Click on State for Medicaid Pharmacy Savings
States, Federal Government Could Save $33 Billion by Managing Medicaid Pharmacy More Like Medicare and Commercial Sector Programs
Medicaid pharmacy could save $33 billion over the next decade by transitioning from the current approach used by state Medicaid fee-for-service (FFS) programs to the more efficient approaches used by Medicare Part D and commercial sector plans, according to a recent study.
Many state Medicaid programs pay too much for prescription drugs because they use an archaic, fee-for-service approach in which state officials set payment rates and are therefore constantly lobbied to inflate them by special interests. To avoid this trap, most non-Medicaid drug benefits programs – like those offered by Medicare, employers and unions – rely upon independent, third party pharmacy benefit experts to negotiate competitive rates with pharmacies. These programs also reduce costs by employing cutting-edge, market-proven strategies to increase the use of generic medications.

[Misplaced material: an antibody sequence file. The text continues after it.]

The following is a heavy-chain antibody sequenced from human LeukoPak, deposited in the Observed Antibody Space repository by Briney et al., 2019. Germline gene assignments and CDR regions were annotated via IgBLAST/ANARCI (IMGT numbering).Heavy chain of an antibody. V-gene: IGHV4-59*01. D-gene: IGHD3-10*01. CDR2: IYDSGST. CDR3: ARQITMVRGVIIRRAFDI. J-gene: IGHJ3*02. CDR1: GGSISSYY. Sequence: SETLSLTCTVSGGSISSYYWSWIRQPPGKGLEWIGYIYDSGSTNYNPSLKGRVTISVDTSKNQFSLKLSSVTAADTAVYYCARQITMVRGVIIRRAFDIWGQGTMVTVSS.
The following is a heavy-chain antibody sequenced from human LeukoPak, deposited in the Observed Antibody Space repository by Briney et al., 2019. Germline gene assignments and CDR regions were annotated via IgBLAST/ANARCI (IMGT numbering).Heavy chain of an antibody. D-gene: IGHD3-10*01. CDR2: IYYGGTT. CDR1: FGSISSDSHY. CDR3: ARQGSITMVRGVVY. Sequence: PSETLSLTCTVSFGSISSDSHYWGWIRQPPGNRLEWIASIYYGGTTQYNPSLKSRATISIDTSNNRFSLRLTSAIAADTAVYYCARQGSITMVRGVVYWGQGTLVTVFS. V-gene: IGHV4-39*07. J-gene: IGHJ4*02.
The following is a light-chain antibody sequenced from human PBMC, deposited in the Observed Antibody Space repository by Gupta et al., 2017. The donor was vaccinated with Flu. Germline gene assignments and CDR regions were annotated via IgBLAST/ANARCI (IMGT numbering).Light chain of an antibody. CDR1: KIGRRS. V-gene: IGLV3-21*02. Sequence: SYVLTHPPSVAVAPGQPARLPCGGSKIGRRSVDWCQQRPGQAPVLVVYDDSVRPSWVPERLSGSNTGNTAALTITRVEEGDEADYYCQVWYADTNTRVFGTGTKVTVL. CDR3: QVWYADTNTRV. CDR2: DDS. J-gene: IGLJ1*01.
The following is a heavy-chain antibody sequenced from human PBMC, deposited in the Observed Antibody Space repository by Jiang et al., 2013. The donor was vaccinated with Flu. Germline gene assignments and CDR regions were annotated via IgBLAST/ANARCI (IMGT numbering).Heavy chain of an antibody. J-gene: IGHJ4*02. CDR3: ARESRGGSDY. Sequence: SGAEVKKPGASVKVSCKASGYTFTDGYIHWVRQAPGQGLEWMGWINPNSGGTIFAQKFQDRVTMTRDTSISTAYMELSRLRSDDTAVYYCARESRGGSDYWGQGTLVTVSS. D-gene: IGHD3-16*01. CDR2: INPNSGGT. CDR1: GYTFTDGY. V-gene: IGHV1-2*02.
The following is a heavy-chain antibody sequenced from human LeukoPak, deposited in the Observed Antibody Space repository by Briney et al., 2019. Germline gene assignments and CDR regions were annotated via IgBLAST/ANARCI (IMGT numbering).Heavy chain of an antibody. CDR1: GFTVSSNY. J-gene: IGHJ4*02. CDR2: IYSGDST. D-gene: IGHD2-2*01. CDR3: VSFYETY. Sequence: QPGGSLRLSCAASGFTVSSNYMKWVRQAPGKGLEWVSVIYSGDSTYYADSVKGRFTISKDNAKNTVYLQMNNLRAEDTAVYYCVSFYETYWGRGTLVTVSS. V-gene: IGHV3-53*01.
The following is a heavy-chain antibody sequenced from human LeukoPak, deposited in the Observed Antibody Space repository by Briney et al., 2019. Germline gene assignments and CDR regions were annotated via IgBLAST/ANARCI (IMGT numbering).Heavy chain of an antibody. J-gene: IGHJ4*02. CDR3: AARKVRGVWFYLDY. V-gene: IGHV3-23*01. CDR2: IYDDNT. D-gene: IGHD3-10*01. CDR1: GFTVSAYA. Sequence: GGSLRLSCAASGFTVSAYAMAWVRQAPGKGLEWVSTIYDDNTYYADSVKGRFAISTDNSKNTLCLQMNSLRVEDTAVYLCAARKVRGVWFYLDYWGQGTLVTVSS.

Recent polling finds voters would rather modernize Medicaid pharmacy than cut benefits for patients or payments to doctors and hospitals. Transitioning to a more efficient and affordable pharmacy benefit model could save states billions without limiting access, the National Center for Policy Analysis (NCPA) announced in a new white paper, "Increasing the Cost-Effectiveness of Medicaid Drug Programs."